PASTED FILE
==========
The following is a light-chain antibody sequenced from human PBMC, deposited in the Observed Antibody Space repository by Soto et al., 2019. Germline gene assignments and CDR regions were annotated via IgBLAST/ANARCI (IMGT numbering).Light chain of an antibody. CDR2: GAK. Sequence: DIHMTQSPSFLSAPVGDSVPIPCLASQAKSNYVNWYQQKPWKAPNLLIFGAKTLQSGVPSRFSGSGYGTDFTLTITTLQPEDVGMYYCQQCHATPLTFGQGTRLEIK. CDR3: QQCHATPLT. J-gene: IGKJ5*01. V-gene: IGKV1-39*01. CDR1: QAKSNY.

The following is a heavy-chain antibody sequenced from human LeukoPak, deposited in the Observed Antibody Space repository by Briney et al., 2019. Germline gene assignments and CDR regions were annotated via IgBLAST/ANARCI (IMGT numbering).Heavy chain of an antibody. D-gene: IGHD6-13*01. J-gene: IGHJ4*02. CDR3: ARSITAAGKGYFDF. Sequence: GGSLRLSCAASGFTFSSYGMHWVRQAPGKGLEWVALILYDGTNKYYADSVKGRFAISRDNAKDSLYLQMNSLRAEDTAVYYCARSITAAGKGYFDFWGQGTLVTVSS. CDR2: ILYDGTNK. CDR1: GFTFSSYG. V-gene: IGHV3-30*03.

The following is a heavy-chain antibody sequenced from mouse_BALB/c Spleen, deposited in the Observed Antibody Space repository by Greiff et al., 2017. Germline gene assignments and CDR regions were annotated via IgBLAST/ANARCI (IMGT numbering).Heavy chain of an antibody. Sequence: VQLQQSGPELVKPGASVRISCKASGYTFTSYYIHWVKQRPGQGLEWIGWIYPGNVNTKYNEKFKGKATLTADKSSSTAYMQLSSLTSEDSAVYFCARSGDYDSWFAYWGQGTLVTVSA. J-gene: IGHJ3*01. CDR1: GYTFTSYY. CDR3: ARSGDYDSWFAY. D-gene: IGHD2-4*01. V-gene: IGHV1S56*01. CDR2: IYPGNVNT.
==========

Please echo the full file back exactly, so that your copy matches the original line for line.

The following is a light-chain antibody sequenced from human PBMC, deposited in the Observed Antibody Space repository by Soto et al., 2019. Germline gene assignments and CDR regions were annotated via IgBLAST/ANARCI (IMGT numbering).Light chain of an antibody. CDR2: GAK. Sequence: DIHMTQSPSFLSAPVGDSVPIPCLASQAKSNYVNWYQQKPWKAPNLLIFGAKTLQSGVPSRFSGSGYGTDFTLTITTLQPEDVGMYYCQQCHATPLTFGQGTRLEIK. CDR3: QQCHATPLT. J-gene: IGKJ5*01. V-gene: IGKV1-39*01. CDR1: QAKSNY.

The following is a heavy-chain antibody sequenced from human LeukoPak, deposited in the Observed Antibody Space repository by Briney et al., 2019. Germline gene assignments and CDR regions were annotated via IgBLAST/ANARCI (IMGT numbering).Heavy chain of an antibody. D-gene: IGHD6-13*01. J-gene: IGHJ4*02. CDR3: ARSITAAGKGYFDF. Sequence: GGSLRLSCAASGFTFSSYGMHWVRQAPGKGLEWVALILYDGTNKYYADSVKGRFAISRDNAKDSLYLQMNSLRAEDTAVYYCARSITAAGKGYFDFWGQGTLVTVSS. CDR2: ILYDGTNK. CDR1: GFTFSSYG. V-gene: IGHV3-30*03.

The following is a heavy-chain antibody sequenced from mouse_BALB/c Spleen, deposited in the Observed Antibody Space repository by Greiff et al., 2017. Germline gene assignments and CDR regions were annotated via IgBLAST/ANARCI (IMGT numbering).Heavy chain of an antibody. Sequence: VQLQQSGPELVKPGASVRISCKASGYTFTSYYIHWVKQRPGQGLEWIGWIYPGNVNTKYNEKFKGKATLTADKSSSTAYMQLSSLTSEDSAVYFCARSGDYDSWFAYWGQGTLVTVSA. J-gene: IGHJ3*01. CDR1: GYTFTSYY. CDR3: ARSGDYDSWFAY. D-gene: IGHD2-4*01. V-gene: IGHV1S56*01. CDR2: IYPGNVNT.